He became known as a man-about-town for his elaborately hand-tailored clothes, including, of course, those white suits — such a perfect metaphor for the detached journalistic observer in a sooty, grimy city. (What does wearing a white suit require? That you stand aside and take notes, that you look but not touch.) His on-page manner depended on ridiculously long sentences, sometimes depending on the heavy use of … ellipses … and more ellipses … and complex punctuation like :::::. He was probably the first postmodernist on a major metro daily, co-opting some of the prolix habits of high 19th-century style — repurposed with winks and detached irony. (Look at a few of the weak Wolfe parodies that are out there, and you’ll see just how hard it is to write that way without being silly.) And in 1965, he and Felker, in the Tribune, happened upon an idea that was irresistible.
The New Yorker was turning 40, occasioning a certain amount of “greatest magazine that ever was” praise. Despite that, and despite the presence of a few of those New Journalism proto-pioneers, it was going through what was arguably one of the duller stretches in its history. Wolfe decided to try (in a move that Spy and Gawker, among others, would later make a raison d’être) putting into print what most journalists would say only at the bar after hours.
The manuscript he produced was so long that it had to run in two parts. “Tiny Mummies! The True Story of The Ruler of 43d Street’s Land of the Walking Dead!” was the first half, published on April 11, 1965, and it was vicious, hilarious, punishing, gleeful. Its basic stance was, as Wolfe himself said, to paint a portrait of “a room full of very proper people who had gone to sleep standing up, talking to themselves.” Yes, it was a little bit mean. It was also deadly accurate, and, probably inevitably, became the most-talked-about story in newsrooms across the city. (Old trick: Write about the press, and everyone in the press will write about you.) William Shawn, the magazine’s tiny-mummy-in-chief, was horrified, to such an extent that he attempted to get the Trib to discard the second installment instead of publishing it. (He did not succeed.) Dozens of the magazine’s writers, even J.D. Salinger, signed a letter of protest to the owner of the Trib. It’s been suggested here and there that Shawn really did take the criticism to heart, also that the majestic “In Cold Blood,” the robust story by Truman Capote of two thrill-killers that he published a few months later, was perhaps a silent answer to Wolfe’s wake-up call. How dare you call us sleepy? Here’s the best true-crime story you’ll ever read. And Capote’s subsequent book was often called a “nonfiction novel,” a tacit admission that the novelistic techniques of New Journalism were indeed part of The New Yorker.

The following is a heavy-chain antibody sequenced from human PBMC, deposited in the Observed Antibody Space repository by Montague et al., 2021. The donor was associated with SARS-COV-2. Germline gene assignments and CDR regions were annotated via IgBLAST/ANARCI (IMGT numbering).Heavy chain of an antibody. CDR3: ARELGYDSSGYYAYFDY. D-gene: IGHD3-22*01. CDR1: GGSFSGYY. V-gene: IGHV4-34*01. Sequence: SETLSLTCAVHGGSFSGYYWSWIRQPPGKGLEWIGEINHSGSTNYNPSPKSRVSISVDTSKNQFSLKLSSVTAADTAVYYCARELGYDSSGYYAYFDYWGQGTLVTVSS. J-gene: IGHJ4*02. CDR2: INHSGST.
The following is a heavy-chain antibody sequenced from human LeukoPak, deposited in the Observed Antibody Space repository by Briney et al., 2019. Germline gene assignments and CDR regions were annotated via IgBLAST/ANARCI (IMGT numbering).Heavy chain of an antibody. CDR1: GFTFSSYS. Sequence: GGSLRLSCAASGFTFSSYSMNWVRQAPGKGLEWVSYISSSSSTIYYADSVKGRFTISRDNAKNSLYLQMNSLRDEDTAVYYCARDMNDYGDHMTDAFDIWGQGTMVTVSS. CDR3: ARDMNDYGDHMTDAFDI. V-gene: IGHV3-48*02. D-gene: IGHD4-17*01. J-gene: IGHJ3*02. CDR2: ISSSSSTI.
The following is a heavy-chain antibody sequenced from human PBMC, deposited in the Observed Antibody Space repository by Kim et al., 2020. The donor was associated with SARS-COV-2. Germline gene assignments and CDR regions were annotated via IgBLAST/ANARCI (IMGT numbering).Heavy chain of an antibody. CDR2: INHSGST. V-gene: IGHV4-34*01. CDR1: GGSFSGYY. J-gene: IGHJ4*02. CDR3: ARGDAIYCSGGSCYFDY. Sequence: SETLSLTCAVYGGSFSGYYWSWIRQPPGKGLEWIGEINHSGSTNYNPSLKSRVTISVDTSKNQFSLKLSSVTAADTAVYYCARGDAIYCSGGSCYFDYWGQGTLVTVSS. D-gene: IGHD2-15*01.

When the Trib (and its short-lived successor paper, the World Journal Tribune) died for good in 1967, Felker and his colleague Milton Glaser began planning to relaunch their magazine on its own, and began raising funds and building buzz. They were able to do so partly on the strength of their three marquee writers: Gloria Steinem, Jimmy Breslin, and Wolfe. When the magazine reappeared as a glossy in the first week of April 1968, the three of them appeared in the first issue, Wolfe with an essay called “How to Tell If You’re Wonk or Honk,” about New York accents. His eye for class and social distinction had found its perfect outlet.